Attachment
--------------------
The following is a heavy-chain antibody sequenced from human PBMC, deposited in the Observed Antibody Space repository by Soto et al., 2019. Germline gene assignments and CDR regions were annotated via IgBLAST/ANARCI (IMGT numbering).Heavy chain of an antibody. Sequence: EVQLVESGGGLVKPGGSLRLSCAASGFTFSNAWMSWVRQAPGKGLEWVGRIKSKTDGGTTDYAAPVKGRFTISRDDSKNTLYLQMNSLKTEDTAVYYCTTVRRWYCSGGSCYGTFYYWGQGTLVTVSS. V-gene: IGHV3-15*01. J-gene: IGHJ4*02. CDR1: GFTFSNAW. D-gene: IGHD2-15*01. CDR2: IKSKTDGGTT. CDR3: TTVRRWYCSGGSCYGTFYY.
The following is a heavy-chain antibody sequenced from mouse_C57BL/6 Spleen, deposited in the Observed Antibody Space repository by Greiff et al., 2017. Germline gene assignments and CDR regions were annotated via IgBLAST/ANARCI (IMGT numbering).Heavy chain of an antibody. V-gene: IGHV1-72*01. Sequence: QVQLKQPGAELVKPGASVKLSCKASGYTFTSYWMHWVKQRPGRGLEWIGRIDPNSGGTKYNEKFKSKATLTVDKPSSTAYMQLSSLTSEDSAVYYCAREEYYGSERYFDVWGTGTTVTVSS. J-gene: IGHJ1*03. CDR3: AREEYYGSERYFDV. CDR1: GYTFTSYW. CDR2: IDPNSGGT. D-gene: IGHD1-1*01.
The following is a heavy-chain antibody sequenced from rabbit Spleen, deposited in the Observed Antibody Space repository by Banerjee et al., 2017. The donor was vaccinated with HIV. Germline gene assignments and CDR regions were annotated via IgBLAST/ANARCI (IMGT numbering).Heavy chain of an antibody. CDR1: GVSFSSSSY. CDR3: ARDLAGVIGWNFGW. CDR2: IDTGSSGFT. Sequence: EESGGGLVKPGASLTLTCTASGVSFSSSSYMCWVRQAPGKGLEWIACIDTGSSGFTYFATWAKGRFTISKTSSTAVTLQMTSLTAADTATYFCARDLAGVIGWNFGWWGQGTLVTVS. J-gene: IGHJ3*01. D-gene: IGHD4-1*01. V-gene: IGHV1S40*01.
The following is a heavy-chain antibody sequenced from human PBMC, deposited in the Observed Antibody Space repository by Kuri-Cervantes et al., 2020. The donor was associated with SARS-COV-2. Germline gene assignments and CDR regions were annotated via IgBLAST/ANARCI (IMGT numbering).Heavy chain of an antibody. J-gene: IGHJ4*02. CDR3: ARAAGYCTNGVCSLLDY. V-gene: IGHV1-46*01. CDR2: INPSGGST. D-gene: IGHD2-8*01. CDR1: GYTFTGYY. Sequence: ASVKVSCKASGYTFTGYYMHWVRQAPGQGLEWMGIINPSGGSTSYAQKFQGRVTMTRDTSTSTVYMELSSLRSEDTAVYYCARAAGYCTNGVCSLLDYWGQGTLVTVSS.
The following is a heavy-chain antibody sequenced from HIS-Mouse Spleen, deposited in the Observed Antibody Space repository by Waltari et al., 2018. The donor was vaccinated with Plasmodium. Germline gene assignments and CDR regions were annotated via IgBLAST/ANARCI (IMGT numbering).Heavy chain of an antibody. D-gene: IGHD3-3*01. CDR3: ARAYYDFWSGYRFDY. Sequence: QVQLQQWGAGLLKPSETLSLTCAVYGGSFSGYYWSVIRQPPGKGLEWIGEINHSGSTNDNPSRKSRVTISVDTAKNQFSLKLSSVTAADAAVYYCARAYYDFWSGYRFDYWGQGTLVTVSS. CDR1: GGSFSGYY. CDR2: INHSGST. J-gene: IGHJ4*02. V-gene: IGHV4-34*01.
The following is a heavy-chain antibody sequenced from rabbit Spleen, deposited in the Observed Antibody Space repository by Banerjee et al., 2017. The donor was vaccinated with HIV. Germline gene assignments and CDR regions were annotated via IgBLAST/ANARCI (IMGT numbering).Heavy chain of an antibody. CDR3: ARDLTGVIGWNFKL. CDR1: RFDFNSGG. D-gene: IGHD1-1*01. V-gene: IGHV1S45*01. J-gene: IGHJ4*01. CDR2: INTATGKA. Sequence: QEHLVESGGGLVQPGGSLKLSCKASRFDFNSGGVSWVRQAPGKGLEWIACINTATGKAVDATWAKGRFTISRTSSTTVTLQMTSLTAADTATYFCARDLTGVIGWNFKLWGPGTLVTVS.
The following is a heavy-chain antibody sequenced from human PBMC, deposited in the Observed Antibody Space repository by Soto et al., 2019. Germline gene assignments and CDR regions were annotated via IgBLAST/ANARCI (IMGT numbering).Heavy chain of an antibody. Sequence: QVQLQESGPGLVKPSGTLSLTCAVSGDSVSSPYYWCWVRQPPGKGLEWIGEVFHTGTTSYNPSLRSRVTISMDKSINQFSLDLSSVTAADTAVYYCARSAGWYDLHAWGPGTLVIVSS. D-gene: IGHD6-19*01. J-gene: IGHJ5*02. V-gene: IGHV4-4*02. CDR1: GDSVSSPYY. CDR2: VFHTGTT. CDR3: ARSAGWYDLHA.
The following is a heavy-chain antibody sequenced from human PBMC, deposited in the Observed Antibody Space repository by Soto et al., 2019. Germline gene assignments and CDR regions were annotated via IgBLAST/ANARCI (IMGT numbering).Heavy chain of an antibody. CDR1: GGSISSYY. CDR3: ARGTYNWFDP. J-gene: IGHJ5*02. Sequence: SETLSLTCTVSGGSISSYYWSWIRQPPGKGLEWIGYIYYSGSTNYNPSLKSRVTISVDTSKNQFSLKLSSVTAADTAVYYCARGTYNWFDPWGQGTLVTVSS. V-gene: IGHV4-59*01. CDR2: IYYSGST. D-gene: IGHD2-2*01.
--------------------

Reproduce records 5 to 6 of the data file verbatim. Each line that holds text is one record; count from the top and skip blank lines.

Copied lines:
The following is a heavy-chain antibody sequenced from HIS-Mouse Spleen, deposited in the Observed Antibody Space repository by Waltari et al., 2018. The donor was vaccinated with Plasmodium. Germline gene assignments and CDR regions were annotated via IgBLAST/ANARCI (IMGT numbering).Heavy chain of an antibody. D-gene: IGHD3-3*01. CDR3: ARAYYDFWSGYRFDY. Sequence: QVQLQQWGAGLLKPSETLSLTCAVYGGSFSGYYWSVIRQPPGKGLEWIGEINHSGSTNDNPSRKSRVTISVDTAKNQFSLKLSSVTAADAAVYYCARAYYDFWSGYRFDYWGQGTLVTVSS. CDR1: GGSFSGYY. CDR2: INHSGST. J-gene: IGHJ4*02. V-gene: IGHV4-34*01.
The following is a heavy-chain antibody sequenced from rabbit Spleen, deposited in the Observed Antibody Space repository by Banerjee et al., 2017. The donor was vaccinated with HIV. Germline gene assignments and CDR regions were annotated via IgBLAST/ANARCI (IMGT numbering).Heavy chain of an antibody. CDR3: ARDLTGVIGWNFKL. CDR1: RFDFNSGG. D-gene: IGHD1-1*01. V-gene: IGHV1S45*01. J-gene: IGHJ4*01. CDR2: INTATGKA. Sequence: QEHLVESGGGLVQPGGSLKLSCKASRFDFNSGGVSWVRQAPGKGLEWIACINTATGKAVDATWAKGRFTISRTSSTTVTLQMTSLTAADTATYFCARDLTGVIGWNFKLWGPGTLVTVS.